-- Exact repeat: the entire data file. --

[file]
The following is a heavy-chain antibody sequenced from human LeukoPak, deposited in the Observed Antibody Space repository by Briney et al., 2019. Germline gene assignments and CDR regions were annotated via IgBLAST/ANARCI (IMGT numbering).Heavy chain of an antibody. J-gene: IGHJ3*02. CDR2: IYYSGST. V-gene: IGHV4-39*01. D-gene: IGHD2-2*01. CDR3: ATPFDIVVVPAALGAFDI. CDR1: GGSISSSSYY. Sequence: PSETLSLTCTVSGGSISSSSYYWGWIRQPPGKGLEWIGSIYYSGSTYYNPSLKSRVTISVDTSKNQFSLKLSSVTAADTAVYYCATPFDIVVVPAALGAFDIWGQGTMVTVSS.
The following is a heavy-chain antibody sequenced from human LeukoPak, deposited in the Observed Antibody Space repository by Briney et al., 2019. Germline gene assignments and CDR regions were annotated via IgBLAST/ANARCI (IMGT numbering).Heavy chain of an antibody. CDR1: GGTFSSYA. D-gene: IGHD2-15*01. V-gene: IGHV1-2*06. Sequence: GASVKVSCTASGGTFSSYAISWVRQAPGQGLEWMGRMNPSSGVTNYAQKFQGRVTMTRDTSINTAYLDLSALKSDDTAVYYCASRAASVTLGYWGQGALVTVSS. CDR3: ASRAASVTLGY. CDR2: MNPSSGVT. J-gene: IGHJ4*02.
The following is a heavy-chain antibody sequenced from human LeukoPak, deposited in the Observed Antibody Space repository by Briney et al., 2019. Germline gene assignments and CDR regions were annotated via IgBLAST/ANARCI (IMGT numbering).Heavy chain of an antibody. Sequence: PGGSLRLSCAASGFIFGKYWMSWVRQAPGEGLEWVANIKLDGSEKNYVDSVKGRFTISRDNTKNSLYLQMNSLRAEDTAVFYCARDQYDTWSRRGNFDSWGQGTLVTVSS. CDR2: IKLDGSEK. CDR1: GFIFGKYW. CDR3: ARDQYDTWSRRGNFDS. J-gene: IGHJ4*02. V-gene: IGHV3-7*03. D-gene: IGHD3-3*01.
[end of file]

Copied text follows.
The following is a heavy-chain antibody sequenced from human LeukoPak, deposited in the Observed Antibody Space repository by Briney et al., 2019. Germline gene assignments and CDR regions were annotated via IgBLAST/ANARCI (IMGT numbering).Heavy chain of an antibody. J-gene: IGHJ3*02. CDR2: IYYSGST. V-gene: IGHV4-39*01. D-gene: IGHD2-2*01. CDR3: ATPFDIVVVPAALGAFDI. CDR1: GGSISSSSYY. Sequence: PSETLSLTCTVSGGSISSSSYYWGWIRQPPGKGLEWIGSIYYSGSTYYNPSLKSRVTISVDTSKNQFSLKLSSVTAADTAVYYCATPFDIVVVPAALGAFDIWGQGTMVTVSS.
The following is a heavy-chain antibody sequenced from human LeukoPak, deposited in the Observed Antibody Space repository by Briney et al., 2019. Germline gene assignments and CDR regions were annotated via IgBLAST/ANARCI (IMGT numbering).Heavy chain of an antibody. CDR1: GGTFSSYA. D-gene: IGHD2-15*01. V-gene: IGHV1-2*06. Sequence: GASVKVSCTASGGTFSSYAISWVRQAPGQGLEWMGRMNPSSGVTNYAQKFQGRVTMTRDTSINTAYLDLSALKSDDTAVYYCASRAASVTLGYWGQGALVTVSS. CDR3: ASRAASVTLGY. CDR2: MNPSSGVT. J-gene: IGHJ4*02.
The following is a heavy-chain antibody sequenced from human LeukoPak, deposited in the Observed Antibody Space repository by Briney et al., 2019. Germline gene assignments and CDR regions were annotated via IgBLAST/ANARCI (IMGT numbering).Heavy chain of an antibody. Sequence: PGGSLRLSCAASGFIFGKYWMSWVRQAPGEGLEWVANIKLDGSEKNYVDSVKGRFTISRDNTKNSLYLQMNSLRAEDTAVFYCARDQYDTWSRRGNFDSWGQGTLVTVSS. CDR2: IKLDGSEK. CDR1: GFIFGKYW. CDR3: ARDQYDTWSRRGNFDS. J-gene: IGHJ4*02. V-gene: IGHV3-7*03. D-gene: IGHD3-3*01.